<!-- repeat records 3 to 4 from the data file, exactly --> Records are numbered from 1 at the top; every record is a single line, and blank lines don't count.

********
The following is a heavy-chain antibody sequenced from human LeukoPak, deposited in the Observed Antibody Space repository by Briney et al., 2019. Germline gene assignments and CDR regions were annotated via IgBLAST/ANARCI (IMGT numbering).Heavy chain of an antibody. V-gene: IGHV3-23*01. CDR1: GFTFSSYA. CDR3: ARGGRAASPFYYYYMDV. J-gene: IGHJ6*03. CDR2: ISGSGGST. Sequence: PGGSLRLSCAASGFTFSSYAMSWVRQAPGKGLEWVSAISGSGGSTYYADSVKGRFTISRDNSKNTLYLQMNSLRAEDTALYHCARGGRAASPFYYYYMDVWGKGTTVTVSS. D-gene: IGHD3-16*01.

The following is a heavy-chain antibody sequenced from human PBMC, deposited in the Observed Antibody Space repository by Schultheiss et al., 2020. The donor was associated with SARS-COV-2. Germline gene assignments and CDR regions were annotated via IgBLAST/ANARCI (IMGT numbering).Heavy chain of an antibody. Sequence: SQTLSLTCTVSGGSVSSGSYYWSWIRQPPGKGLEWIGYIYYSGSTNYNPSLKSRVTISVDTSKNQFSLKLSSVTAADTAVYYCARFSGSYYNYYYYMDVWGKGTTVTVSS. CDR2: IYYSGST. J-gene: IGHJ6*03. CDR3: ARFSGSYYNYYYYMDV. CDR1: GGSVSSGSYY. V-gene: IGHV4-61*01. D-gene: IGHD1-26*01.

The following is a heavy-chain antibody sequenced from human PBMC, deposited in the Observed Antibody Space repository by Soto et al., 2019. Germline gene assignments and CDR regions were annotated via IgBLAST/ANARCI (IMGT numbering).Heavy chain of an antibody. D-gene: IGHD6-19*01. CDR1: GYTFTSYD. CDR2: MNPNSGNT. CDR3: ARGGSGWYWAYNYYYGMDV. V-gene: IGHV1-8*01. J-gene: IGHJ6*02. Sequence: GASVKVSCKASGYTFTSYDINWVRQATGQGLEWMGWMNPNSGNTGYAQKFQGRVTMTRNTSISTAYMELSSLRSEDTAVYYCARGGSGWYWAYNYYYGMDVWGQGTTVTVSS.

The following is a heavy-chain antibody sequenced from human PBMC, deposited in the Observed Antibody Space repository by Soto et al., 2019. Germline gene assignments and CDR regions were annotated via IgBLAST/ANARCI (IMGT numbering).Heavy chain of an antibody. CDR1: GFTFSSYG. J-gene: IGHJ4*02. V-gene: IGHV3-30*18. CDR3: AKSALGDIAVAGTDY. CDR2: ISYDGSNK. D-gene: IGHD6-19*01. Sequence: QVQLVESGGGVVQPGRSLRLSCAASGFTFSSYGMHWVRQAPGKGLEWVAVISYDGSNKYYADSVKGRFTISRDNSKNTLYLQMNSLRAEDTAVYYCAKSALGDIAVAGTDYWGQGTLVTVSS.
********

The following is a heavy-chain antibody sequenced from human PBMC, deposited in the Observed Antibody Space repository by Soto et al., 2019. Germline gene assignments and CDR regions were annotated via IgBLAST/ANARCI (IMGT numbering).Heavy chain of an antibody. D-gene: IGHD6-19*01. CDR1: GYTFTSYD. CDR2: MNPNSGNT. CDR3: ARGGSGWYWAYNYYYGMDV. V-gene: IGHV1-8*01. J-gene: IGHJ6*02. Sequence: GASVKVSCKASGYTFTSYDINWVRQATGQGLEWMGWMNPNSGNTGYAQKFQGRVTMTRNTSISTAYMELSSLRSEDTAVYYCARGGSGWYWAYNYYYGMDVWGQGTTVTVSS.

The following is a heavy-chain antibody sequenced from human PBMC, deposited in the Observed Antibody Space repository by Soto et al., 2019. Germline gene assignments and CDR regions were annotated via IgBLAST/ANARCI (IMGT numbering).Heavy chain of an antibody. CDR1: GFTFSSYG. J-gene: IGHJ4*02. V-gene: IGHV3-30*18. CDR3: AKSALGDIAVAGTDY. CDR2: ISYDGSNK. D-gene: IGHD6-19*01. Sequence: QVQLVESGGGVVQPGRSLRLSCAASGFTFSSYGMHWVRQAPGKGLEWVAVISYDGSNKYYADSVKGRFTISRDNSKNTLYLQMNSLRAEDTAVYYCAKSALGDIAVAGTDYWGQGTLVTVSS.